Received date: January 20, 2015; Accepted date: March 24, 2015; Published date: March 26 2015
Citation: Leong MK (2015) In silico Prediction of the Blood-Brain Barrier Permeation: Are We There Yet? Med chem 5:130-130. doi:10.4172/2161-0444.1000254
Copyright: © 2015 Leong MK. This is an open-access article distributed under the terms of the Creative Commons Attribution License, which permits unrestricted use, distribution, and reproduction in any medium, provided the original author and source are credited.
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The drug discovery and development has turned to a new chapter ever since the implementation of the Brain Research through Advancing Innovative Neurotechnologies (BRAIN) in the United States of America and Human Brain Project (HBP) in the European Union. Both initiatives have signified the imminence of finding the treatment for the central nervous system (CNS) disorders such as Alzheimer's disease (AD), Parkinson’s disease (PD), brain cancer, and stroke, which, in turn, are substantially affected by aging. Nevertheless, the average lifespan of people increases gradually, resulting in the fact that more and more people are now living with AD, and, more practically, the health care for the CNS diseases will become substantially financial burdens around the globe.
Blood–brain barrier (BBB) is a brain capillary endothelial wall in the circulatory system that prevents many substances from entering the CNS. Actually, the inability to cross the BBB is one of the major hurdles to efficaciously deliver therapeutics to the brain as manifested by the fact only an extremely small portion of small-molecule therapeutic agents and nearly none of macromolecule biopharmaceuticals can cross the BBB. The BBB permeation, which can take places through various routes, including passive diffusion, carrier mediated influx transport, active efflux transport, is one of critical parameters should be taken into account in the process of drug discovery and development to reduce CNS-related adverse side-effects for systemically targeted drug candidates or to design CNS-targeted molecules that can cross the BBB.
In addition to a variety of in vivo, ex vivo, and in vitro assay systems, in silico approaches have played an increasingly important role to assess the BBB permeation. Indeed, numerous quantitative and qualitative structure–activity relationship (QSAR) models have been reported. Nevertheless, it is not uncommon to find that some quantitative models were developed based on assay data using different animal species, such as rats and mice or some models included different data types, such as brain-to-plasma partition coefficient of the bound compound (Kp) and that of the free compound (Kp,uu). Those factors constitute various levels of heterogeneity in the sample data, hampering the integrity of developed models consequently.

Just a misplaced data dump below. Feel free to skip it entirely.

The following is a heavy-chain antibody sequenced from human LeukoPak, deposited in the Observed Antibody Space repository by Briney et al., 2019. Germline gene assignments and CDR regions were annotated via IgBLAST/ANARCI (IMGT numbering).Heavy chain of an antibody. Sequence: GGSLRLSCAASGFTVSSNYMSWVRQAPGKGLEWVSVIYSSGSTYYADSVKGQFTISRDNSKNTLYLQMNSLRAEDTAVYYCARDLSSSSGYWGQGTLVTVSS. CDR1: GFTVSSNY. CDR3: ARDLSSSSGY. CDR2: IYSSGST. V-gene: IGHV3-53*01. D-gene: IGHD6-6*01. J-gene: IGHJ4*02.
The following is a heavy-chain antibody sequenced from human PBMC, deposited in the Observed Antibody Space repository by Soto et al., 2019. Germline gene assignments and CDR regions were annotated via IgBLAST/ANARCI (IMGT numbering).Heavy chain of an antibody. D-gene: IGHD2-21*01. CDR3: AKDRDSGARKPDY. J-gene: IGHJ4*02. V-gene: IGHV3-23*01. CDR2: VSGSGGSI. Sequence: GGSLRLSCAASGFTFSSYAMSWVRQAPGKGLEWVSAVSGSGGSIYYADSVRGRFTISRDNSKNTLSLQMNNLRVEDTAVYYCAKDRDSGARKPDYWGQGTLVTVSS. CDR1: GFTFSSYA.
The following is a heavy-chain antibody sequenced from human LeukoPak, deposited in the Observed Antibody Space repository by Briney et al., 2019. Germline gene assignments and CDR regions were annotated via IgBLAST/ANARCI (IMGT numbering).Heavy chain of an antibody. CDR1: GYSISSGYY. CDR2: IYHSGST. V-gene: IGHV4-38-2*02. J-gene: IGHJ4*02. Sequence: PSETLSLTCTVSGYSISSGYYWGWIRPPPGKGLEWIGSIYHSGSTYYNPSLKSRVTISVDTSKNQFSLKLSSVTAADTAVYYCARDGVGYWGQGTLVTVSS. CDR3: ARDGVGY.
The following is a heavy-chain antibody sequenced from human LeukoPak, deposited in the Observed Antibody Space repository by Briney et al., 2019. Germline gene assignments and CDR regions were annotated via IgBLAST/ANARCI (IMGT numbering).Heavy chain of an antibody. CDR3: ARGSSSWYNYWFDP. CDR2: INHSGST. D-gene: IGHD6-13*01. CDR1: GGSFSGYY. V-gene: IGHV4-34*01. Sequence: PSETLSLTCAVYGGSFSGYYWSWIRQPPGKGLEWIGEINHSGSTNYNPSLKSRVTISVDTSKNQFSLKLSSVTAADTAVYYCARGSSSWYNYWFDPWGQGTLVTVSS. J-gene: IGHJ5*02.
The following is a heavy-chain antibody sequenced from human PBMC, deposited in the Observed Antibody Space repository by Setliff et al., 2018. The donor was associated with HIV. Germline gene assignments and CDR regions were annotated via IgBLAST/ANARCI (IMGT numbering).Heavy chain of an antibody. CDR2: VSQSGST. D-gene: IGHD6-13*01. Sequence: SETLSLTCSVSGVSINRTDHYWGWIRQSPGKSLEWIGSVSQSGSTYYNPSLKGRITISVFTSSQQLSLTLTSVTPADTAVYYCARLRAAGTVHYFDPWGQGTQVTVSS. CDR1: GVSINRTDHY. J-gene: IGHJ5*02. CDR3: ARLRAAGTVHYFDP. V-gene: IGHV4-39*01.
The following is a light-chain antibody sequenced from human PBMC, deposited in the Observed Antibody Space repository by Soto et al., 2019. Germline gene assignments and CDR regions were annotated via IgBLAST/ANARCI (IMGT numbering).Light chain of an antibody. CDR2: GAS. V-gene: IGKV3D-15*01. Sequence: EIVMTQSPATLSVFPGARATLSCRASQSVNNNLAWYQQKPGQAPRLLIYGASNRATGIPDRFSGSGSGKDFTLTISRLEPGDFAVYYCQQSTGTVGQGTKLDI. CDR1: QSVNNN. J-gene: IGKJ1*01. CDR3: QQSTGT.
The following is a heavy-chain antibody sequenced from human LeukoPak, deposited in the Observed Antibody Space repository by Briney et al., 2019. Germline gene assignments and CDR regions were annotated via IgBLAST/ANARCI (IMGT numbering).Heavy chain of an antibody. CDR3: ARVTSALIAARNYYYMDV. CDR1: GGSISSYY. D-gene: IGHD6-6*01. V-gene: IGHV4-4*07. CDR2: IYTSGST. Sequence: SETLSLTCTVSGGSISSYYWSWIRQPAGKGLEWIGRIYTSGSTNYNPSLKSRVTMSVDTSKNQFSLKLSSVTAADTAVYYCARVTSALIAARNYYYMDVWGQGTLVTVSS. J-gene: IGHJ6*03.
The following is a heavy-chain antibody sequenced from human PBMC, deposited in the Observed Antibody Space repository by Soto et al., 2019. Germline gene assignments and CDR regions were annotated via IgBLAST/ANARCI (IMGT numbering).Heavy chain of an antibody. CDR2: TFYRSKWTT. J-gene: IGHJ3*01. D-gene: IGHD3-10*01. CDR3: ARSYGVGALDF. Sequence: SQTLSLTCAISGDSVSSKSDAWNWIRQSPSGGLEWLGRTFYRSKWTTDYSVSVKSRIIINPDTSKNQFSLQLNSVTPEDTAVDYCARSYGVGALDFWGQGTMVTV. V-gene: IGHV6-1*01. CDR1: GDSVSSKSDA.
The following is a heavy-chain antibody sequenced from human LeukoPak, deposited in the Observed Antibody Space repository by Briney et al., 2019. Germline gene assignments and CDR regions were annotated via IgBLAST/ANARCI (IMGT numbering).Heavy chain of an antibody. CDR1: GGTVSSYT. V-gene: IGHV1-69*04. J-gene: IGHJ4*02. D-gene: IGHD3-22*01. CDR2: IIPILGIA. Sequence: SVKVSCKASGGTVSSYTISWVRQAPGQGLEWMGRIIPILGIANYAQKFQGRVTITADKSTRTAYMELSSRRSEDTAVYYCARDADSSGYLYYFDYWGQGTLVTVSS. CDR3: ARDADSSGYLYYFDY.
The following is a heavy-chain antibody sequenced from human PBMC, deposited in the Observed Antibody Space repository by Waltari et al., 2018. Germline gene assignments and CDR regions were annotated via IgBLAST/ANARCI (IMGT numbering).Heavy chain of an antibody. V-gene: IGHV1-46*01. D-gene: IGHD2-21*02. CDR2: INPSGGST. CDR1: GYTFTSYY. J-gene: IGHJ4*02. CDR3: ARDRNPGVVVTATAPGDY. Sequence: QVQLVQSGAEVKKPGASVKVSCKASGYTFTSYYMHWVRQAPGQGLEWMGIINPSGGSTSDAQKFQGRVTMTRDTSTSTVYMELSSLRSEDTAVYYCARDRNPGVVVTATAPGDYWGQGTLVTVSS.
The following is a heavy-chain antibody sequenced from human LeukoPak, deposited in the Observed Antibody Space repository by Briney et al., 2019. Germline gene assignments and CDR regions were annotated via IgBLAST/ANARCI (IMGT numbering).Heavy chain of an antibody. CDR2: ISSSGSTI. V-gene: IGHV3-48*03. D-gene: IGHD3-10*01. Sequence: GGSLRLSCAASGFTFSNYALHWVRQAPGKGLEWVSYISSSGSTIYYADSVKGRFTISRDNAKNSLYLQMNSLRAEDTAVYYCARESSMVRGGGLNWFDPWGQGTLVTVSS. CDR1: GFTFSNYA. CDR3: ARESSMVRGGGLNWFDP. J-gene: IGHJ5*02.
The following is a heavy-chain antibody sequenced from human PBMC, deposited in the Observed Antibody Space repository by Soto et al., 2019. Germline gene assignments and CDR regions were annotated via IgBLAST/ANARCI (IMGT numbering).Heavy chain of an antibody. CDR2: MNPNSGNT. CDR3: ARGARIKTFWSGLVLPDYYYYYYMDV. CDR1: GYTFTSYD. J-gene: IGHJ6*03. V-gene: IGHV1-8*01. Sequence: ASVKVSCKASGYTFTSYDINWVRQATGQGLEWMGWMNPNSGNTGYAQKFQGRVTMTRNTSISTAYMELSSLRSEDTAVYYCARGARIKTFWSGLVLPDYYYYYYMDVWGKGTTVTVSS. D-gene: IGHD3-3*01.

Furthermore, there is no guarantee that a good predictive model can be derived even based on the highly homogeneous sample data. For instance, most of linear quantitative models exhibited a linear relationship between hydrophobicity (log P) and log Kp value that is not completely correct since a more hydrophobic molecule can more easily cross the BBB, whereas it can stay trapped in the membrane once it is too hydrophobic as illustrated by the fact that the marketed CNS drugs have an optimal range of hydrophobicity. As such, substantial deviations can be expected when a predictive model, which is derived based on more lipophilic samples, is applied to those more hydrophobic compounds or vice versa. In addition to hydrophobicity, more descriptors, which correlate with the BBB permeation nonlinearly, can be expected. Accordingly, those linear models cannot be completely applicable to all molecules.
Conversely, machine learning schemes seemingly provide better alternatives to develop in silico models to predict the BBB permeation since mathematically they can handle such nonlinear relationship. Machine learning schemes, nevertheless, are not the total solution to all questions mainly because of complex nature of the BBB permeation, leading to the fact that different BBB permeation routes may require different selections of descriptors or even the same descriptor may correlate with different permeation routes in different ways. For instance, the descriptors required to describe the efflux transport by p-glycoprotein are different from those used to depict the influx transport by organic cation transporter 1. Such discrepancies in the permeation routes can be possibly resolved once the studied compounds can be accurately classified provided that such a priori knowledge is available. Challenges still remain unanswered if molecules can cross the BBB via more than one route, leading to inappropriate classifications consequently or when the predictive models were to be applied to novel molecules, which actually do not exist or whose permeation routes are completely unknown.
To this end, all published models cannot comprehensively take into consideration all the factors associated with the complex process of BBB permeation. It is impractical to expect a true model can be built. As George Box stated that “all models are wrong–but some models are useful.” More advanced and sophisticated algorithms or schemes are much needed to develop genuinely useful models to predict the BBB permeation. Until then, there is still a long and winding route ahead of us.